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Thousands Leave Auckland's Central Suburbs: Census

Auckland's central suburbs saw negative growth for the first time in more than a decade. File photo. Photo: Tim Marshall / Unsplash

Aucklanders are leaving the inner city to settle down on the fringes, according to the latest census data.

Thousands of residents have left the central suburbs in the past five years, while Papakura and Upper Harbour have seen enormous growth.

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Auckland's overall population grew by just 5.4 percent since 2018, a far cry from the 11 percent increase between 2013 and 2018.

Stats NZ principal analyst Rosemary Goodyear said there were several factors that could have taken the wind out of the city of sails.

"Population growth has slowed... there's been a lot happening: Covid, closed borders, and we've had fewer international students," she said.

Central suburbs were hit the hardest, experiencing negative growth for the first time in more than a decade.

The Waitematā local board area - which included the CBD - dropped by 1.6 percent from 82,866 residents in 2018 to 81,546 in 2023.

The Albert-Eden area dropped by 2 percent from 98,622 to 96,630.

"Particularly Waitematā and Albert-Eden have declined in population, and we noticed that some of the local boards on the periphery of Auckland, particularly Upper Harbour and Papakura, have increased by over 20 percent," Goodyear said.

"The information we've got here does suggest that living on the fringes of Auckland is something that Aucklanders are moving towards."

City Centre Residents Group spokesperson Antony Phillips said families were leaving the city centre because there was not space to raise their kids.

"There's a number of people who have left who have not been able to raise their families here," he said.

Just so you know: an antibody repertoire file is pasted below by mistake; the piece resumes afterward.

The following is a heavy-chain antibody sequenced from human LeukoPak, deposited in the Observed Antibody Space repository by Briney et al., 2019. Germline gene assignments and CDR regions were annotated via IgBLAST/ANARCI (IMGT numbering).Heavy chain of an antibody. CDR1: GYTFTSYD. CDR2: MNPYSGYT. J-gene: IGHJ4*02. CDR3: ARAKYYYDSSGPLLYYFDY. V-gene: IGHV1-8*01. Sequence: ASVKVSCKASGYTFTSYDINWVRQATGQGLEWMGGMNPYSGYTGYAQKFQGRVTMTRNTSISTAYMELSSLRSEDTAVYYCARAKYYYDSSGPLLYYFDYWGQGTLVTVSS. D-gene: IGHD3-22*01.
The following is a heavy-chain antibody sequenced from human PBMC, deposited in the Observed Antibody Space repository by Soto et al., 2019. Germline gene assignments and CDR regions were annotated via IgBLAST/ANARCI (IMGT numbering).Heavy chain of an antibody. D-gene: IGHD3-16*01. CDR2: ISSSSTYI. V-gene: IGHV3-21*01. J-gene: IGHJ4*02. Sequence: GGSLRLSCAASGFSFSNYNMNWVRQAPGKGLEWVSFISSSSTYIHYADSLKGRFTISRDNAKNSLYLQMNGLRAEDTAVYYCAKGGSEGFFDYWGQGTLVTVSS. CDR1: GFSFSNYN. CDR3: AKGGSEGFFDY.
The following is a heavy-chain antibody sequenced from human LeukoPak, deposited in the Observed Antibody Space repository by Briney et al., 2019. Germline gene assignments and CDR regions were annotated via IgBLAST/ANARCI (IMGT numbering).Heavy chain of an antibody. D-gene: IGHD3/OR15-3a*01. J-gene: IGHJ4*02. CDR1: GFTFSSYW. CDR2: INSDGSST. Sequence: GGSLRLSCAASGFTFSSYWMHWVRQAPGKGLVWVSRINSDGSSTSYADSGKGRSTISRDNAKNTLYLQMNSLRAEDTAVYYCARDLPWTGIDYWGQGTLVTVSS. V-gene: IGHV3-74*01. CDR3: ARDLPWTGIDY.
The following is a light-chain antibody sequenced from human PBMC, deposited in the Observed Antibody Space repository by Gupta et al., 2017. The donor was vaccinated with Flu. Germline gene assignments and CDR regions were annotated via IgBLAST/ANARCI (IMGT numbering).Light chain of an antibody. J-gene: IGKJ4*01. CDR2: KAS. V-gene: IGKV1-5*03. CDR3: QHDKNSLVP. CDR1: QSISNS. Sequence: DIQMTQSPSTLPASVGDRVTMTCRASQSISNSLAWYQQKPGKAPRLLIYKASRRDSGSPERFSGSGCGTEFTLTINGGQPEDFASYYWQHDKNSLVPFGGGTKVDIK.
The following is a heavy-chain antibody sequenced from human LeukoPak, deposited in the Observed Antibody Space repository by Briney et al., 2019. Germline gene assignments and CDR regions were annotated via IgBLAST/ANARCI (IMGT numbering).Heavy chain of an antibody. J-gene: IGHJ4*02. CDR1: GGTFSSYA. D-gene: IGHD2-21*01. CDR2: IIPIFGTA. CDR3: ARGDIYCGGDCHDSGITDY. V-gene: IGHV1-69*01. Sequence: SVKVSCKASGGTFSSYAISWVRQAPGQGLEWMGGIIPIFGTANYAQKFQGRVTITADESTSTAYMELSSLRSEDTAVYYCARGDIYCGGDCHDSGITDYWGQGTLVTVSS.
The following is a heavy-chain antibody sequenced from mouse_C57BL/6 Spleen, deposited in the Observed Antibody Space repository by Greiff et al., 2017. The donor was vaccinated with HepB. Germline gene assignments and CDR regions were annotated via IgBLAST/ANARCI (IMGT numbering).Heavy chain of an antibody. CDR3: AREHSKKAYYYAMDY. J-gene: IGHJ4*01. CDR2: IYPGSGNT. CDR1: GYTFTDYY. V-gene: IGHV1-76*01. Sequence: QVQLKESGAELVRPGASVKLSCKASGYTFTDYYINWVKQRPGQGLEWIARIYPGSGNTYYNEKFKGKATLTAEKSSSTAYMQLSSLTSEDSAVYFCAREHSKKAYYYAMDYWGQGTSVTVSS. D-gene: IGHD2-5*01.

"We had a couple who had children and it was difficult for them... there's not the right infrastructure for families particularly around schooling."

He said the CBD lacked the amenities that many families needed.

"I think it just comes back to all those wonderful things we expect to see: schools, pre-schools, parks... we're seeing an increase of those but we don't have enough."

After 20 years of city living, Phillips said he was in it for the long haul - but many only lived in the CBD short-term.

"It's a forever home for me, however I appreciate that for many people it isn't," he said.

"It's much better than it used to be. We're starting to see better street lighting, better streetscaping, all of those things are improving but we're still not quite there."

Waitematā councillor Mike Lee said the census was a bad look for Auckland Council, which had been desperate to grow the CBD.

"[It's] contrary to what the council's stated strategic policy is: to bring people into the inner-city and make the inner-city a wonderful place to live, work and play," he said.

"Well, it's not working out that way and it's the council's fault, to be frank."

He said the council needed to make some changes.

"All of these things are mounting up, I'm afraid, and therefore we're losing people from the inner-city instead of gaining them."

Auckland Central MP Chloe Swarbrick also had a wish list.

"I engage with constituents every other day... and the kind of things they want to see [are] greater use of public space, and people want a connected public transport system," she said.

"They also want a school in our city centre, which is something that I've been working on."

With a bit of work, Swarbrick said central Auckland could become a more attractive place to live long-term.

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